Staff meetings can be brain-numbing affairs that, when finally over, propel you to the nearest window for a breath of fresh air. Some meetings, however, leave you captivated. I have a vivid recollection of a staff meeting in Colorado, during my days as a radio co-host. Our general manager, Jack, opened the meeting with a brief talk on Harbor Pilots.
I'll never forget it.
A Harbor Pilot, Jack explained, is a demanding job, and not for the faint of heart. This person has a seaworthy disposition, a keen understanding of hidden reefs, shallows, choppy waters and rocks in the bay. His actual job is to motor out, in a small boat, to assist the incoming ships before they reach port. That's the easy part.
Once he is within range he leaves his little boat and shimmies up a 30-some-foot rope ladder that has been flung down the side of the larger vessel.
The Harbor Pilot then takes over the wheel, steering the ship safely in. Although the captain of the ship is a skilled navigator with a steady hand, he really needs help in smaller, unknown harbors. That's why he needs the Harbor Pilot -- to steer around the hazards, the shallows, the murky areas only a local can understand. After the ship is anchored and securely moored beside the docks, the Harbor Pilot can return to his cozy office, his coffee, and perhaps even the mundane necessity of a staff meeting.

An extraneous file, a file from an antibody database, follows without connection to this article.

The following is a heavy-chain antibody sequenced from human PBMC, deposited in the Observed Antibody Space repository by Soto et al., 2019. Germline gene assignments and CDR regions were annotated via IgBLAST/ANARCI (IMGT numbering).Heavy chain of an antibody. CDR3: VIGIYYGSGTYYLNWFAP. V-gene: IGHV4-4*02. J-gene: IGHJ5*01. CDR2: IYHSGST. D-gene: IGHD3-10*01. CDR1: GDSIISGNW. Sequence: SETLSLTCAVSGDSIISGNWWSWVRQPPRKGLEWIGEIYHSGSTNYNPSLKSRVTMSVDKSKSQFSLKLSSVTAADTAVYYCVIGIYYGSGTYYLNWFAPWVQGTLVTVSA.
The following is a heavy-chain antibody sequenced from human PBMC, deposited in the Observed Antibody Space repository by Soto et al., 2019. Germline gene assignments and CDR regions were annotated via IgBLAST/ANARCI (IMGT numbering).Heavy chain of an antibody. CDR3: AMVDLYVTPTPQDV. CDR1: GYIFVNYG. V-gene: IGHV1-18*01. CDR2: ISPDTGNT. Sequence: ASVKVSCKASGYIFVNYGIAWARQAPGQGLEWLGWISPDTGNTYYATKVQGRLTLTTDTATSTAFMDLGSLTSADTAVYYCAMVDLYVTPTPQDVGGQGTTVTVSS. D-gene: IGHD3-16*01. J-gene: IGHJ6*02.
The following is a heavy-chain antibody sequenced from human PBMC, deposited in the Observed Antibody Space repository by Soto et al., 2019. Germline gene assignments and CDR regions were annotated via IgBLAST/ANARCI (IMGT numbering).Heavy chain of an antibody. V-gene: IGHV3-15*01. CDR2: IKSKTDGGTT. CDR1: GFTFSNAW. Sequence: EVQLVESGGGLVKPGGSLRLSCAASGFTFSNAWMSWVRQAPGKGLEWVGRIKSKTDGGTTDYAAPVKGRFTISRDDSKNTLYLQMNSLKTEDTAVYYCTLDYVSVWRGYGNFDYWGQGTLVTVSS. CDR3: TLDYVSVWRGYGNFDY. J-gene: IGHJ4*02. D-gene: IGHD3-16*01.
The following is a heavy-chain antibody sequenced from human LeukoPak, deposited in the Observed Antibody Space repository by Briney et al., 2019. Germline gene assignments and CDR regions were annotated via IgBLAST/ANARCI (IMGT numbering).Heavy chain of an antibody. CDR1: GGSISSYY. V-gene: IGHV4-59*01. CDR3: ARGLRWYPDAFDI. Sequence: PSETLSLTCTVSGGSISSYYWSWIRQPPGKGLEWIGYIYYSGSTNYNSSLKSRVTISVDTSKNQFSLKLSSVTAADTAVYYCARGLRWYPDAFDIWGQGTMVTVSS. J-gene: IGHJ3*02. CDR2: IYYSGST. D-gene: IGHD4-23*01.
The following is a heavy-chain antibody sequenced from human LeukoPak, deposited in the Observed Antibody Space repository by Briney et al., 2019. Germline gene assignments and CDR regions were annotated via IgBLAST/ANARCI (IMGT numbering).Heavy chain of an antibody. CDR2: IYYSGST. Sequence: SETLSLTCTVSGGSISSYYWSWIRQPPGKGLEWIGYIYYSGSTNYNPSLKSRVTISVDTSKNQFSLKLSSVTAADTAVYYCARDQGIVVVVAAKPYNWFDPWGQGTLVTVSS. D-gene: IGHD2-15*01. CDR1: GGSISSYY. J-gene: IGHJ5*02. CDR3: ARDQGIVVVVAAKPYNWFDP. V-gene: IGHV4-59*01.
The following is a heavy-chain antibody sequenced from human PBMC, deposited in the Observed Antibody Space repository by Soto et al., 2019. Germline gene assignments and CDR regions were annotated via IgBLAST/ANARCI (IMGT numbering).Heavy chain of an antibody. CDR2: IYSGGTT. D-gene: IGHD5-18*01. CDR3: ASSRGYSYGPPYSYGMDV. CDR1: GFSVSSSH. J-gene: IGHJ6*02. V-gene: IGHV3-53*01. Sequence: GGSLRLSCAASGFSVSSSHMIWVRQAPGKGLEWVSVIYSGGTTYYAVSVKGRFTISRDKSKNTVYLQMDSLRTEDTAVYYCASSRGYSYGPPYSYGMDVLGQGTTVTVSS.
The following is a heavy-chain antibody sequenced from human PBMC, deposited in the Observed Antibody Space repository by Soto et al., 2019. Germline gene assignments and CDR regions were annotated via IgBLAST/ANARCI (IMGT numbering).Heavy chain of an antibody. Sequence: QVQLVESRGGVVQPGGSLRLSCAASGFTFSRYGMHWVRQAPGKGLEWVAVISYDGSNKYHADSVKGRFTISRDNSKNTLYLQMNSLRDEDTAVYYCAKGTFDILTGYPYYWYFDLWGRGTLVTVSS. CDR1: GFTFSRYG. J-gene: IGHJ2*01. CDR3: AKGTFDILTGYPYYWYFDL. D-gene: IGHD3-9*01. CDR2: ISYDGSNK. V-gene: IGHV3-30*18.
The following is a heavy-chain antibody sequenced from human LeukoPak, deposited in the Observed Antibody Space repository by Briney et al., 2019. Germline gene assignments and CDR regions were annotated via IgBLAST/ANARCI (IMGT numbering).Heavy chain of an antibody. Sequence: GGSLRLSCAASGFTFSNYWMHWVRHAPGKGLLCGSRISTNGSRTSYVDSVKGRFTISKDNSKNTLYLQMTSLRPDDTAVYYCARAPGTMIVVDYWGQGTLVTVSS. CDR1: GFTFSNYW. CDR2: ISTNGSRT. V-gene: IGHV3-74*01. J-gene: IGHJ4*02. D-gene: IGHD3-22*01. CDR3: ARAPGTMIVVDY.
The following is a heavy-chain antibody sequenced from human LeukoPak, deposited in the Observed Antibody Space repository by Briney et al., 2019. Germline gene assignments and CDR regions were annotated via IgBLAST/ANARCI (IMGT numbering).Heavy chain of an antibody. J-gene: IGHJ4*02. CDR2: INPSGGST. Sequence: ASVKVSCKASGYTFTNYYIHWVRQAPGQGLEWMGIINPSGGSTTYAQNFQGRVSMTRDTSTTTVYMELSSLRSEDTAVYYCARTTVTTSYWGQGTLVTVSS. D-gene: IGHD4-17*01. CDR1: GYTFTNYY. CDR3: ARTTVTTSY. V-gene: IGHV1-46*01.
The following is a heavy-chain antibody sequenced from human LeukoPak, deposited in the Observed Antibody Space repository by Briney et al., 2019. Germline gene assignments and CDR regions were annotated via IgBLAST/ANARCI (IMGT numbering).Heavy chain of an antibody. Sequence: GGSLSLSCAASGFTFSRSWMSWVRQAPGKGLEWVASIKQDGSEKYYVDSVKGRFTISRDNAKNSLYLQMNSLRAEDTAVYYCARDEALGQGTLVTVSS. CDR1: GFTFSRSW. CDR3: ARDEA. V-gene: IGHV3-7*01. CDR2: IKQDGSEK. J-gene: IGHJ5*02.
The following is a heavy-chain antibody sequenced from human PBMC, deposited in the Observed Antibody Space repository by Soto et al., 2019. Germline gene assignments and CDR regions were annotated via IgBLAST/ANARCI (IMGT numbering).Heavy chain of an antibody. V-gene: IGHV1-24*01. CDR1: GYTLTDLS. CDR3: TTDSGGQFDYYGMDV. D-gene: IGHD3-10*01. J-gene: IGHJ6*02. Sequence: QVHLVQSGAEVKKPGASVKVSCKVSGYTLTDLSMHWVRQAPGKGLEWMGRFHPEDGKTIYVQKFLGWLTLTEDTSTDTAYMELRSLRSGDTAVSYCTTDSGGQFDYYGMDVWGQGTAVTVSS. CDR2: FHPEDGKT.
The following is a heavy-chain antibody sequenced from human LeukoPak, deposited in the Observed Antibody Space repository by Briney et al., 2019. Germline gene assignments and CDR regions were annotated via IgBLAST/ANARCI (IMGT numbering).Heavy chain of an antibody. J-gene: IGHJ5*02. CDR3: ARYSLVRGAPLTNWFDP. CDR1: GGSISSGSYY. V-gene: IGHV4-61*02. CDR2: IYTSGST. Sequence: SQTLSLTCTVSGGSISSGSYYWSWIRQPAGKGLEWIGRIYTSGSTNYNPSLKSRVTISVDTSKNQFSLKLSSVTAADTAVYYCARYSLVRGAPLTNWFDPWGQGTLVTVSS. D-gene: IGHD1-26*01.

What Jack wanted us to "get" was the magnificence of this unsung hero. Daily, and sometimes in very stormy weather, this particular pilot climbs onto big ships and steers them to safety. He shows up in all conditions -- smooth sailing or fierce waves --to come alongside, to interpret current conditions, to take over the helm.
Also, and just as remarkable, this is what YOU do when you come alongside a friend who is floundering in unknown waters. You shimmy up the side of the boat, climb in, explain how it is, interpret the shallows and steer around the dangerous rocks when needed. You are a true friend when you do this -- a Harbor Pilot to a Comrade in the shallows. Please! Keep that motorboat fueled and ready for action. And know that you are doing sacred work in the lives of those who are counting on you to reach solid ground.